NB Power has begun environmental and geotechnical studies, and site testing to explore the potential for a new 100-MW generating station in Grand Falls beside its existing 66-MW Grand Falls hydropower project on Saint John River in New Brunswick, Canada, according to a company press release.
The cost of the proposed project is not immediately available and no timetable was given for the potential project’s completion. The company did say combined renewable generation capacity of the proposed and existing stations would be 166 MW and the project would require construction of various new structures, including a second tunnel.
NB Power is also contemplating becoming a minority investor in the proposed Atlantic Link submarine electricity transmission project.
In January, HydroWorld.com reported the Atlantic Link will be 100% owned by Emera, with NB Power holding an option to participate as minority investor. Stakeholder and permitting activities are under way, and the line will be in service by the end of 2022, according to Emera.
“We are pleased that NB Power is exploring all potential clean energy options,” said New Brunswick Premier, Brian Gallant. “A new generating station in Grand Falls would be positive for the New Brunswick economy. We will work with the people of the region as the project moves through the appropriate phases.”
The field studies, along with engagement with First Nations and local residents, would form the basis for an application for an environmental impact assessment and NB Power said it plans to submit the application later this year.
“This project is in the early stages and will require study, fieldwork, engineering and environmental approvals prior to going ahead. If feasible, it would be an important source of clean energy to our fleet and, we believe, would provide NB Power with even greater capability to provide generation for our customers inside the province and possibly in the New England market,” said NB Power President and Chief Executive Officer, Gaëtan Thomas. “We look forward to speaking with people in the region about the potential of the project in the months ahead.”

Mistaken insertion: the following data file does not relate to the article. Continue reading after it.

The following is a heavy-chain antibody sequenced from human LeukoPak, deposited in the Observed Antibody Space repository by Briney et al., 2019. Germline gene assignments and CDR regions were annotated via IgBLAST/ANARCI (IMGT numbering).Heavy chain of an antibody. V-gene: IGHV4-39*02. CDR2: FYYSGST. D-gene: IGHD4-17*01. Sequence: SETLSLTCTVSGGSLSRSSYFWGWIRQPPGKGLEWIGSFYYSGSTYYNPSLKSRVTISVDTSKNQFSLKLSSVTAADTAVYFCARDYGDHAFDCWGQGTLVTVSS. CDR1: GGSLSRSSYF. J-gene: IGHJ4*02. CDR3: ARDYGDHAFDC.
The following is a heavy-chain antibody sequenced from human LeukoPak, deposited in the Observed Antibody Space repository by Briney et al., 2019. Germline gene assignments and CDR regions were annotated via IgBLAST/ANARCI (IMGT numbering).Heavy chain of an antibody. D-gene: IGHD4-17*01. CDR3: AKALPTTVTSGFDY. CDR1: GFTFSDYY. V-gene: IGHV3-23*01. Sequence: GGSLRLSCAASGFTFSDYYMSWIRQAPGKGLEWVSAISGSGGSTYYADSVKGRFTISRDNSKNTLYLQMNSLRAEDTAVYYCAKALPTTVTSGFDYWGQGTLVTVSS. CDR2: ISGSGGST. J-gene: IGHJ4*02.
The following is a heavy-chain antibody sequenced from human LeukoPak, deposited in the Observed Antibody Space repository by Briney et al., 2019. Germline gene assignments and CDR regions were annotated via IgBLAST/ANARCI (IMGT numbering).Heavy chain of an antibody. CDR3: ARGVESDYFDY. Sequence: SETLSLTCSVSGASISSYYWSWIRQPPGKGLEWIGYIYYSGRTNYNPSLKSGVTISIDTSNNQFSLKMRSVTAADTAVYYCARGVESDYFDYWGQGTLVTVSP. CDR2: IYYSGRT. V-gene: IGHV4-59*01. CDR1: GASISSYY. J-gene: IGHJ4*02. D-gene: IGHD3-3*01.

New Brunswick has a few small hydroelectric facilities and is considering developing additional plants. The province is not a large player in the hydro market, but it is working its way through green energy requirements it must begin implementing within the next five to 10 years, according to a 2016 analysis by Chris Ball, executive vice president of Corpfinance International Ltd.
“This means there will be opportunity for local independent power producers as the province and New Brunswick Power work towards increasing their capacity from renewable sources,” he said. “NB Power has identified a goal of generating 40% of in-province energy through renewables, including small hydro, up from 30%.”
After completing a US$2.3 million study begun in 2013, in December 2016 NB Power announced it would prolong the life of the 672-MW Mactaquac hydroelectric generating station on St. John River. The project is expected to cost $3.6 billion and will allow the plant to operate until 2068, at which time it will be 100 years old.